I had now walked for quite some time and decided that this would be a good point to turn around and start catching some dinner. Finally a trout for a feed, wouldn’t that be nice! The first cast in the rapids was followed by a quick and strong hit leading to my first Eucumbene rainbow trout. Small but pretty she was followed by a second one only minutes later. This was going to be too easy I thought and was quickly dreaming of catching dozens of these beautiful creatures. But the tides had turned and after a few hundred more casts and no further fish, my hopes of a fresh dinner suddenly faded away. I was nearly back at the car and even though I had seen plenty of fish, no matter what lure I choose to throw at them, they appeared to be smarter than me. I decided to continue my mission downstream past the camp site. It was getting late, only an hour or so before I had to give up and return to camp, starting a fire and preparing myself for another chilly night. No matter how hard I tried the fish that day had the upper hand and my butter and lemon trout quickly turned into tasteless macaroni and cheese, that I had since then crossed from my shopping list.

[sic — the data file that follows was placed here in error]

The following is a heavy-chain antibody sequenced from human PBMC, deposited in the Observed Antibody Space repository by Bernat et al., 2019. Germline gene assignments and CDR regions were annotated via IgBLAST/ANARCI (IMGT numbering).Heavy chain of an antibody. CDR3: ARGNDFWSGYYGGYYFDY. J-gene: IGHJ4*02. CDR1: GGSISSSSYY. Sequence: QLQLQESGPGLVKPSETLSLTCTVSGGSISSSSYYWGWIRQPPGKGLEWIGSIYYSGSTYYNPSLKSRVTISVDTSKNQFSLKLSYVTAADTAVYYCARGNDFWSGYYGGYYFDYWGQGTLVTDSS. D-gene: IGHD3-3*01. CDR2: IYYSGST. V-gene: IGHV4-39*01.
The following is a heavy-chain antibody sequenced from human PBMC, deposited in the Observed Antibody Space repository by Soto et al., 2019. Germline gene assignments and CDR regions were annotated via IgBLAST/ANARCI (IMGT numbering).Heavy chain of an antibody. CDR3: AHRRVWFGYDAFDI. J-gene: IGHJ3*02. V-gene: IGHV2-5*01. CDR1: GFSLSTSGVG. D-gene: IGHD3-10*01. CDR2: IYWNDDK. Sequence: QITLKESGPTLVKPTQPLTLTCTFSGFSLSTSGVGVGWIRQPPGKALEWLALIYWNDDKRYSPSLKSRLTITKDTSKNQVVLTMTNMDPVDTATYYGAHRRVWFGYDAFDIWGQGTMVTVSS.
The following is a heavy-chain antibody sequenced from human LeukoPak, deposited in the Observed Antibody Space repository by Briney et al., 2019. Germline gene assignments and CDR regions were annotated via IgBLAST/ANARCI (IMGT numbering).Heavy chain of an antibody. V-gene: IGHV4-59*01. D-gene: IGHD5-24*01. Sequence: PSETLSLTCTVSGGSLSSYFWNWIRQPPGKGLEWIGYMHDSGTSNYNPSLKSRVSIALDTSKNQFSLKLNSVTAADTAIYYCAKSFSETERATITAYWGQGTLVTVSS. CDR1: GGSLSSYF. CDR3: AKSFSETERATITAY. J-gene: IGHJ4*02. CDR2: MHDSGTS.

An extra sheet and an extra layer of clothing made the second night half bearable. The residents of the Eucumbene had won the battle and once more I had to hold my head up high in defeat. It was time to leave this magical land and head towards the lower reaches of the snowy mountain range. Maybe there I would get myself a feast of trout, I thought.

Blowering reservoir

It was a calm and cool morning. The sun had not yet risen behind the range in the south east. The sky was blue and only few clouds were observed in the distance. The Kangoroos that were so plentiful last evening were nowhere to be seen and one could only guess their whereabouts. A small flock of unidentified parrots was making swift maneuvers over the short grasslands, while a heron stalked its prey in the shallow waters among the weeds. „How long before he would launch his head forward and capture his well deserved breakfast?“ I thought. It was time to lower the boat of the roof and go for a good old fashioned cruise to the other side of the lake, where I was hoping to potentially catch myself a decent fish or maybe even dinner.